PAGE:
But, if we do it slowly, carefully and get the long run situation under control, then we‘ll be OK.  And people will be able to see people like our creditors around the world and ourselves that we‘re back in charge of our government.  We‘re on a sustainable track.  And we‘re going to get there.

O‘DONNELL:  And that kind of deficit reduction we‘ve done before, Bill Clinton did what was considered at the time in 1993 so-called massive Medicare reductions that did not in any way alter the structure of the program.  It just altered reimbursement rates and costs within the program as we knew it, about $200 billion worth.  Congress knows how to do that when they can get themselves in a position that allows them politically to do it.

To go to where we are now in our debt story, we just came through a decade where at the beginning, the Clinton administration having left a surplus to a Republican administration.  We were projected at the beginning of the Bush administration to be sitting here today with a $5 trillion surplus, something of that order.  We now have a massive debt instead.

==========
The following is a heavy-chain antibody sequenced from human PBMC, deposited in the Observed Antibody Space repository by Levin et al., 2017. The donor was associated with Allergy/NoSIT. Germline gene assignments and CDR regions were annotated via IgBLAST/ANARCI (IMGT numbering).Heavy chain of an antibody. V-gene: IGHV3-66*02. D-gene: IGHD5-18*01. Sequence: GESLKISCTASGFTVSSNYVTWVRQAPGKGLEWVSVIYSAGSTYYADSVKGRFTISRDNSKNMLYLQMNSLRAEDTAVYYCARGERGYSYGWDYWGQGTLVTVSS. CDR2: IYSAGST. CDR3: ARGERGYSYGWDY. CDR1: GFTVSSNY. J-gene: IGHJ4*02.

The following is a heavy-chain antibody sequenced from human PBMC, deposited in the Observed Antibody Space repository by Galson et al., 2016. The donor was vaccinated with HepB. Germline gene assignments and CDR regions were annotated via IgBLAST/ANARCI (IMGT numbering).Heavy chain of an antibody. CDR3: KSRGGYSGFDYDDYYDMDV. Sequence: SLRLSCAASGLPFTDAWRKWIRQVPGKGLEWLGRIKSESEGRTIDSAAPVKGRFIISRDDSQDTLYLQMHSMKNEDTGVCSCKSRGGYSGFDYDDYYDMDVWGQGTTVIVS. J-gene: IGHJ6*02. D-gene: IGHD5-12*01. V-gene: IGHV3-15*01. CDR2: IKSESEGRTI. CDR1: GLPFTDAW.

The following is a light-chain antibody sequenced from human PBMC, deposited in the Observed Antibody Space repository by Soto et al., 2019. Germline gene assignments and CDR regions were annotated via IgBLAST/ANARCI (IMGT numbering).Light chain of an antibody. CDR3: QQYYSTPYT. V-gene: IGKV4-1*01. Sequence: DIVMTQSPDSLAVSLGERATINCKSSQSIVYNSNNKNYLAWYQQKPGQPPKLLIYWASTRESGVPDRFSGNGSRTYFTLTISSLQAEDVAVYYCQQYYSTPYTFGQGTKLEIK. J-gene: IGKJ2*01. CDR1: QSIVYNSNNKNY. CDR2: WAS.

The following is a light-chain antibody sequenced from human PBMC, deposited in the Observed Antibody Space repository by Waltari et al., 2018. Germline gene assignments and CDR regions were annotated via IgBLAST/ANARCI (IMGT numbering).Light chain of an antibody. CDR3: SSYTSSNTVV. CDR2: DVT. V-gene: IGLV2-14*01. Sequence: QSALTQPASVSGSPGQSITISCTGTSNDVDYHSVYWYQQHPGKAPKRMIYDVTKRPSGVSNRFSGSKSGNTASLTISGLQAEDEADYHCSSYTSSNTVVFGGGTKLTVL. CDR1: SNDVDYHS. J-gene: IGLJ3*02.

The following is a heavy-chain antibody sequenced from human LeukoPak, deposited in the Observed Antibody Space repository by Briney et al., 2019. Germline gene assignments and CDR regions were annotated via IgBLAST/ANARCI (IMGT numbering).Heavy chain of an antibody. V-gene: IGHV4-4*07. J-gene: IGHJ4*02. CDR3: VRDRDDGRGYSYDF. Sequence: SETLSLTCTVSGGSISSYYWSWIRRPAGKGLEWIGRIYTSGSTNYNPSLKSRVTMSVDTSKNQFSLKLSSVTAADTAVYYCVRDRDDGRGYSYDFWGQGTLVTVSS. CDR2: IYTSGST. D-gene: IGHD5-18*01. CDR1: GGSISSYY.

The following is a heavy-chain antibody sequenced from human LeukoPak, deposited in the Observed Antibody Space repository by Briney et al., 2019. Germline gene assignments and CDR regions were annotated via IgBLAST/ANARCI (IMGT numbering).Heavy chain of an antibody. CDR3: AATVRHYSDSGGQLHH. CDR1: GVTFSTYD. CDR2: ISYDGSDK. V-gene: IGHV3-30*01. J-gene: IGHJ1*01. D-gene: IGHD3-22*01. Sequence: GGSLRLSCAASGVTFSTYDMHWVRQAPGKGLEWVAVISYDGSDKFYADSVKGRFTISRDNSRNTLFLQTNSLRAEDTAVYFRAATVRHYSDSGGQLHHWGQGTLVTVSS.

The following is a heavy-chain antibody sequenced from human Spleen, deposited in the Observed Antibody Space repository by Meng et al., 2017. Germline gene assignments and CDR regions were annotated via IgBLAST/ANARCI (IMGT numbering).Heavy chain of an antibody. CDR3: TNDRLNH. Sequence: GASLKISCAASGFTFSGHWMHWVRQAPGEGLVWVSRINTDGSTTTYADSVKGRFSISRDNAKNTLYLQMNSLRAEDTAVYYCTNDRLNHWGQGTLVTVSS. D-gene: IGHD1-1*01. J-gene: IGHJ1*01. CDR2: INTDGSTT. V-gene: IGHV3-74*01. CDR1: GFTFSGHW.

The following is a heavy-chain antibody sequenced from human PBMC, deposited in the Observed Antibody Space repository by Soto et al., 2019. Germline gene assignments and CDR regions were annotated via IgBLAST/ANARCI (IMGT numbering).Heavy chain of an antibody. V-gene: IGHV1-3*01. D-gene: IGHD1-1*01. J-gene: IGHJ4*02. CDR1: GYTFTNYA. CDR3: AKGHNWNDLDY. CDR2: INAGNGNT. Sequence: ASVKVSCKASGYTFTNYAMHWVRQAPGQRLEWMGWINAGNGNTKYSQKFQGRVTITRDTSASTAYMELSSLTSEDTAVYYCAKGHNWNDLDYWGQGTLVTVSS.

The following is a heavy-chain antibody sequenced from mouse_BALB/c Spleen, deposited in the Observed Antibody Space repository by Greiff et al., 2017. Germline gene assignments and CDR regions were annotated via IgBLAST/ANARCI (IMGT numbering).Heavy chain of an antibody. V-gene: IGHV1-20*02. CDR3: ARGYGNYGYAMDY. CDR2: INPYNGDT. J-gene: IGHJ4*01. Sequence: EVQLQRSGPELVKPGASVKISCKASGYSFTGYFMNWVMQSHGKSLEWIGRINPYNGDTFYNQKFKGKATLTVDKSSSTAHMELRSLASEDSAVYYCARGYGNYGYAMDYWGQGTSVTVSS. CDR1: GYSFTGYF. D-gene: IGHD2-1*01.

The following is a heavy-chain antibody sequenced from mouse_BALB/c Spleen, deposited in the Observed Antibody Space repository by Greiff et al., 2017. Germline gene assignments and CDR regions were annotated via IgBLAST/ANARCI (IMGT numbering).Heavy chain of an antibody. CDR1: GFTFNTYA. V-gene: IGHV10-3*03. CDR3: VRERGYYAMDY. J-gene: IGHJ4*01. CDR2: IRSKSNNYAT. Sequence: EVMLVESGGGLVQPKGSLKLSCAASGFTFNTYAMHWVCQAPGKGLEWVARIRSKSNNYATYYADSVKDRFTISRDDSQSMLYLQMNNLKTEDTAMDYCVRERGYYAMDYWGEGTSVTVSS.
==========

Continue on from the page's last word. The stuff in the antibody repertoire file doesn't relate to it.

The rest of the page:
Most of that—single biggest component of that debt was legislatively enacted tax cuts and yet we have Republicans now in the presidential campaign and in Congress calling for even more tax cuts which would dig that hole even deeper.

Is there—what should the Democrats‘ counter to that argument be?

RIVLIN:  Well, the Democrats and the Republicans should recognize that both are to blame.  Cutting taxes without paying for it when we knew we were heading into this big problem of the baby boom generation retiring, cutting taxes in the face of that was irresponsible—so was adding to the entitlement benefits without paying for it.  Both parties are to blame.

I think the Democrat haves got to recognize that there must be changes in Medicare and Medicaid.  They don‘t have to be quick, but they have to slow the rate of growth of those programs.  We have to put Social Security back on a firm foundation.